I have been yearning to see this exhibition since it opened in April. We had such a wonderful experience at the Imperial War Museum in London earlier this year so I had very high expectations. Despite some issues with my audio guide, I thought the exhibition was very powerful and emotive.
On first entering the exhibition space, you are literally confronted by a ceiling-to-floor projection screen showing a film of pre-war Britain. If you have the audio guide with you it really adds to the emotion. You are told these men on the screen lived normal lives, did normal things, before the outbreak of the war. From this room onwards, you follow their stories and delve right into life during the war.
The absolute best part of this exhibition is the end. Not because I was glad to leave, but because it held some really powerful objects. Its theme is how was the War remembered – by both the soldiers and public. For example, there is a statue of a soldier being aided by a nurse. This was sculptured by a soldier who was left disabled by the War. I really enjoy seeing how memorialization has taken place and what significance this has meant to an individual or community.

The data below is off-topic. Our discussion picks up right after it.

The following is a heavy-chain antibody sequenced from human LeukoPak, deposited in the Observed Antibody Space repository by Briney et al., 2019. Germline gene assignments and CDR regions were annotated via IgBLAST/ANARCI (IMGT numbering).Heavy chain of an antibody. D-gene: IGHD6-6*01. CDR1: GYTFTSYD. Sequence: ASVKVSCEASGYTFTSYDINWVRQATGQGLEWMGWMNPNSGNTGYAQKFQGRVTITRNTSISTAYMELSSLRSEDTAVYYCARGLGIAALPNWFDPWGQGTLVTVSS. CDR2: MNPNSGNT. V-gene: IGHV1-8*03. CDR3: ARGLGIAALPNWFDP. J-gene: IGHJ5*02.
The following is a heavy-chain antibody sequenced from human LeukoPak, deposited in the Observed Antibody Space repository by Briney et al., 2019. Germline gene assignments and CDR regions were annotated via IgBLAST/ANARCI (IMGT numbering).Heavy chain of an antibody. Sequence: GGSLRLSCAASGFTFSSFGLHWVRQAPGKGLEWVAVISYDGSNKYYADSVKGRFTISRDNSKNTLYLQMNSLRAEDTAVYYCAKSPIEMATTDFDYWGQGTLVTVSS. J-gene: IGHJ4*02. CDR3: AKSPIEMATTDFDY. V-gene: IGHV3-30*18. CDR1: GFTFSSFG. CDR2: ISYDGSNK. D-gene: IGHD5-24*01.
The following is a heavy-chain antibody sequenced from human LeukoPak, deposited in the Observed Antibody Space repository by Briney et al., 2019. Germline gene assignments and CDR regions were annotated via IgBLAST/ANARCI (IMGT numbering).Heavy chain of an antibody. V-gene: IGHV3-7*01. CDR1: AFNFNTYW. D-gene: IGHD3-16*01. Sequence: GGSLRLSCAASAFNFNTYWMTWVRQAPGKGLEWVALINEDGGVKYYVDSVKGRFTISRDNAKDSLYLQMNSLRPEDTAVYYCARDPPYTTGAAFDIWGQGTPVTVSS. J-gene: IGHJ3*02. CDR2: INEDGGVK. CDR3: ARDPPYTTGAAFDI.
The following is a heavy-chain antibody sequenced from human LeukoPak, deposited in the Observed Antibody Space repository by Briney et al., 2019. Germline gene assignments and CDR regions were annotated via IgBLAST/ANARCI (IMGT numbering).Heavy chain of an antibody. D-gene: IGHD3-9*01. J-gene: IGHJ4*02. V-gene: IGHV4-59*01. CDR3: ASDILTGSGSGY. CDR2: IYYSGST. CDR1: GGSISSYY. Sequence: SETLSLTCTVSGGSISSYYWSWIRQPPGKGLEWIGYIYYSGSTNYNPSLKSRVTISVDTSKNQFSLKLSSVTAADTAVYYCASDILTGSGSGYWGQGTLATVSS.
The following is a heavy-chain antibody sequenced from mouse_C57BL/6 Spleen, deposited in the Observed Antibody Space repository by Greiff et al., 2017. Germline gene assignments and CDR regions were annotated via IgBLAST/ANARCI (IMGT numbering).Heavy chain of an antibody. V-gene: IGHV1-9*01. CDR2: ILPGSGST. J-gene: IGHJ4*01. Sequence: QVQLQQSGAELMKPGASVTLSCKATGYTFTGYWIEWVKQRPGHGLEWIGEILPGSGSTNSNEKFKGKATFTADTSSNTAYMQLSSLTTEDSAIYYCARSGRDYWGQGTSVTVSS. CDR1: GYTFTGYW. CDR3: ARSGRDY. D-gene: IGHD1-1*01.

The gift shop was pretty excellent. The exhibition catalogue was well worth purchasing and I am left wondering how will I get it safely back to Sydney in my carry on luggage? That is a problem for future me.
If you are visiting this exhibition do not miss its partner exhibition held in the Body and Minds exhibition space. The layout is so beautiful tracing different narratives of war. One thing I must mention is the multimedia component. There is one section displaying a desolate landscape and when you move in front of it your body changes the image on the screen.
The objects and stories worked together to unveil the individuals behind the photographs you first encounter entering the space.
This was such a great exhibition and truly a moving way to commemorate the First World War.